Pain is unavoidable. Hurt is a hurdle of unknowable difficulty. MADEIRA’s Bad Humors is about dealing with those problems by letting go of negative thoughts and embracing the wealth of positive possibilities. After touring the world with Yumi Zouma, the group she co-founded, Kim Pflaum left the band and moved to the seaside city of Auckland, New Zealand. The transition gave her plenty to write about. Thus, Pflaum started writing songs as MADEIRA, a solo project that began years earlier. New to Auckland, she spent her time songwriting—a way to figure out the past to make sense of the future.
The result is Bad Humors, a collection of brilliantly composed songs featuring irresistible melodies and lucid production. It’s a rich blend of electronic pop encompassing late night ballads like the comedown closer “Parquet” and the sunset party of “Let Me Down.” The latter track received acclaim as a single on Ryan Hemsworth’s Secret Songs label. The grooves on Bad Humors take their shape from a new pop twist on the tropical disco of Balearic beat. Though there is a sense of dark territory, MADEIRA also projects serenity. “Come On Thru” is an appropriate opener, an earworm plea to understand changing loyalties, and “trying to move on but don’t want to.” But the song’s protagonist breaks ties to realize they’re better off.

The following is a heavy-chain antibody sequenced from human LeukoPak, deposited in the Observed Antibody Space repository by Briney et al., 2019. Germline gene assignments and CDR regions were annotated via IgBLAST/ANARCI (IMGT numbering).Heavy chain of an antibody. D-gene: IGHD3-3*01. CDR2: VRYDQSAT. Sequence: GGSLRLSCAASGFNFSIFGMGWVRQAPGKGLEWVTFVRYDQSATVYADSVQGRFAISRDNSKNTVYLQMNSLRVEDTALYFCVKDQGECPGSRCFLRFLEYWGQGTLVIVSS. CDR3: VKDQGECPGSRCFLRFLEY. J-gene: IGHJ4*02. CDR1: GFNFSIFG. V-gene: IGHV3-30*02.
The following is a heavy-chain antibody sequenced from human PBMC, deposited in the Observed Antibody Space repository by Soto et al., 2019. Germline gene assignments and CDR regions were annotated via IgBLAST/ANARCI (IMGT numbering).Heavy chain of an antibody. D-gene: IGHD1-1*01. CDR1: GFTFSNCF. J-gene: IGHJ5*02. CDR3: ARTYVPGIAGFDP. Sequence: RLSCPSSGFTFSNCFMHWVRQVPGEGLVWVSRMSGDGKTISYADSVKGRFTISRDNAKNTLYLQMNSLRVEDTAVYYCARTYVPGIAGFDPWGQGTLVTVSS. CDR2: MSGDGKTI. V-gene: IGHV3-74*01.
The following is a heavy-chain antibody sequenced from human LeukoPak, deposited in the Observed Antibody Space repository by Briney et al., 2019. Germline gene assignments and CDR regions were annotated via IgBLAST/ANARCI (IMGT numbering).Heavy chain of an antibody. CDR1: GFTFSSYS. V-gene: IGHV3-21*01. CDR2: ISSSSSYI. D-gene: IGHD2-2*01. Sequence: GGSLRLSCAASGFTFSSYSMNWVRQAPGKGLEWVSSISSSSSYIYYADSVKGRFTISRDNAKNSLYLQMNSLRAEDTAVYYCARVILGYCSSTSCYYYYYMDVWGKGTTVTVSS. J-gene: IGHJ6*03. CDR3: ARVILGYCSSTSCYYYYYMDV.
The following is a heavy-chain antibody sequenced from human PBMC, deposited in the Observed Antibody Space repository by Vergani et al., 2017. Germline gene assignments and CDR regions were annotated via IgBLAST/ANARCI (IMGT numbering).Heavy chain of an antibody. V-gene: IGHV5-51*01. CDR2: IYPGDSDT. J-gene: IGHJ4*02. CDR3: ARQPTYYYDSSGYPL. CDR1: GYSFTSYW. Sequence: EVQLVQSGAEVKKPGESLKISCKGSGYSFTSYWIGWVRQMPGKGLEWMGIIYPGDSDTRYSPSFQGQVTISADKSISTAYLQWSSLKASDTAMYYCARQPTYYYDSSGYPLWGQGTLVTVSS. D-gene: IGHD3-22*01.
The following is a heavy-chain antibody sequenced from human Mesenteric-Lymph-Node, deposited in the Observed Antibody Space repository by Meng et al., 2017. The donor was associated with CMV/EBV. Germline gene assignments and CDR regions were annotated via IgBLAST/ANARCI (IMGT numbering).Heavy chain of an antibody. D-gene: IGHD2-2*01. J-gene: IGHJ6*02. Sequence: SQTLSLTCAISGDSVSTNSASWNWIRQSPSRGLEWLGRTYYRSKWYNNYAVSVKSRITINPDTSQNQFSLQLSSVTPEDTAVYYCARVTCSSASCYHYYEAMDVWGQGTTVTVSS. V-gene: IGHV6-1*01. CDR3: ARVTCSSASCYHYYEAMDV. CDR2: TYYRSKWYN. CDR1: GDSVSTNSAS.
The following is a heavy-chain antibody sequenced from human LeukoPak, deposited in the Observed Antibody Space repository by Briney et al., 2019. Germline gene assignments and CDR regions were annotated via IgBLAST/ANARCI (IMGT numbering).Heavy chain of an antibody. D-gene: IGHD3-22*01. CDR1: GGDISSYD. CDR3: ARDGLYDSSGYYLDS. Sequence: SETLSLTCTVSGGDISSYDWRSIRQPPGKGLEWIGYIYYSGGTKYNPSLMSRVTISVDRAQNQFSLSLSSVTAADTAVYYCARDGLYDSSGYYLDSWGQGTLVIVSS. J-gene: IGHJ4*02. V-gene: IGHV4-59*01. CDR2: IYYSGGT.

The EP’s title comes from the ancient medical practice of bloodletting, which was a method of draining blood with the intent that bad feelings, emotions, “humors,” would also leave the body. Pflaum noticed this procedure mirrored the process of making the MADEIRA songs. “I created these songs to make sense of the painful experiences they deal with,” Pflaum says. “By completing and releasing the songs, I feel I am somewhat ridding myself of what has been ailing me, letting go.”